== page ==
NEW YORK (AP) — Don't let the vault door hit you on the way out.
Getting forced out of a job is painful, but a couple (dozen) million dollars help salve the wound. The latest big name to get a big payment with a bye-bye from the boss is Bill O'Reilly. The longtime Fox News host is in line to get up to $25 million, according to media reports, after a string of sexual-harassment allegations led to his ouster.
He joins the long list of executives and bold-faced names who have grabbed handsome payouts that have become standard operating procedure for companies to hand out. The reasons for departure can range from the mundane, such as a CEO simply being ineffective in boosting the stock price, to the salacious, with accusations of improper behavior.
Here's a look at some other recent departures of big names and what they received as they exited, according to regulatory filings and media reports:
— Roger Ailes, Fox News, $40 million.
It was only last summer that the other man who helped build Fox News into a ratings behemoth had his own departure from the company following allegations of sexual harassment. Ailes was chairman and CEO of Fox News and, with O'Reilly as a high-profile host, pushed it to become the most-watched U.S. cable-news channel.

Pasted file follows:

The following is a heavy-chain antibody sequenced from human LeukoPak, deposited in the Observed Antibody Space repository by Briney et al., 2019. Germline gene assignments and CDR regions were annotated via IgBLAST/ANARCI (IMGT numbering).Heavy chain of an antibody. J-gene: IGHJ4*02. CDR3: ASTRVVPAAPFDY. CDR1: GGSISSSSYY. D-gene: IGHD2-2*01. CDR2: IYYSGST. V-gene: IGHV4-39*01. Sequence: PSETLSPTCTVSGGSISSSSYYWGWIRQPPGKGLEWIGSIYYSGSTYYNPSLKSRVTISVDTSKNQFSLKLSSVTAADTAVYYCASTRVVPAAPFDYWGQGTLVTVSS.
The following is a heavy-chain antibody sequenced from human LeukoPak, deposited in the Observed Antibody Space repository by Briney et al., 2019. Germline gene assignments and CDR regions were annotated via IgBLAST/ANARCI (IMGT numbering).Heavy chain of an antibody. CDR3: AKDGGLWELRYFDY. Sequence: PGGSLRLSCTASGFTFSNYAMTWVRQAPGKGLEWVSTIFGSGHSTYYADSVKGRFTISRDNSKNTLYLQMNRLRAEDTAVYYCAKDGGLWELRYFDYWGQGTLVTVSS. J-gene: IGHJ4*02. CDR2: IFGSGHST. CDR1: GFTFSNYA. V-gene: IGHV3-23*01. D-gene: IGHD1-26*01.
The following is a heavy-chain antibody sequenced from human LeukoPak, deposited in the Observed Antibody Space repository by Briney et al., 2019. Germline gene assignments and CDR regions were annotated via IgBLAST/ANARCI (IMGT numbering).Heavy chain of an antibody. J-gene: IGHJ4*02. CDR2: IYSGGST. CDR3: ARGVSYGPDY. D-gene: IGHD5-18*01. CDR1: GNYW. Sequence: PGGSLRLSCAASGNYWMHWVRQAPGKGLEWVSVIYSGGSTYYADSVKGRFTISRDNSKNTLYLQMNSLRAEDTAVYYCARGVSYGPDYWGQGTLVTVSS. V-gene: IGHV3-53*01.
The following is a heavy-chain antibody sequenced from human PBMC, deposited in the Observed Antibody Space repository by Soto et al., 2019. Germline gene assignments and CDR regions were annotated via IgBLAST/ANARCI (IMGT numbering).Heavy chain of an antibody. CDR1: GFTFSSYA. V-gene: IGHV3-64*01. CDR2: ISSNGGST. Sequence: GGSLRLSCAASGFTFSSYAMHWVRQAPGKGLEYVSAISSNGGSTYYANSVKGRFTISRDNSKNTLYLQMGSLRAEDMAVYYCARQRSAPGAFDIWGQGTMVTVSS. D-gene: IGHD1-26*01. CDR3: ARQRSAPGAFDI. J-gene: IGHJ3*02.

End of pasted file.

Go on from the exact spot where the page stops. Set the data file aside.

— Jeff Smisek, United Continental, $36.8 million.
The CEO atop United Airlines stepped down in 2015 amid an investigation into whether it flew a route between Newark, New Jersey, and Columbia, South Carolina, to curry favor with the chairman of the agency that operates New York-area airports. He received $4.9 million in cash severance, along with millions more in stock grants. He also received lifetime flight benefits.
— Marissa Mayer, Yahoo, $23 million.
The woman brought in to save the struggling internet giant may soon be on the way out after brokering a deal to break it up. Verizon is buying Yahoo's email service and other websites, and the deal is expected to close by the end of June. The remaining part of Yahoo, which is also the far more valuable one, will be turned over to a new company called Altbaba. If Mayer doesn't have a job afterward, she'll be in line to get a severance package, which was most recently valued at $23 million.
— Philippe Dauman, Viacom, $58 million.
The former CEO of the entertainment giant was pushed out last summer following a bitter battle for control of the company's board. The $58 million severance payment doesn't include millions more paid to Dauman in pro-rated bonus money, vested stock options and other awards.
— John Stumpf, Wells Fargo, zero.
When the CEO stepped down from the company last year as the uproar about its aggressive sales tactics echoed in Capitol Hill, the bank said he would receive no severance pay. The board also reclaimed millions of dollars in pay made to him.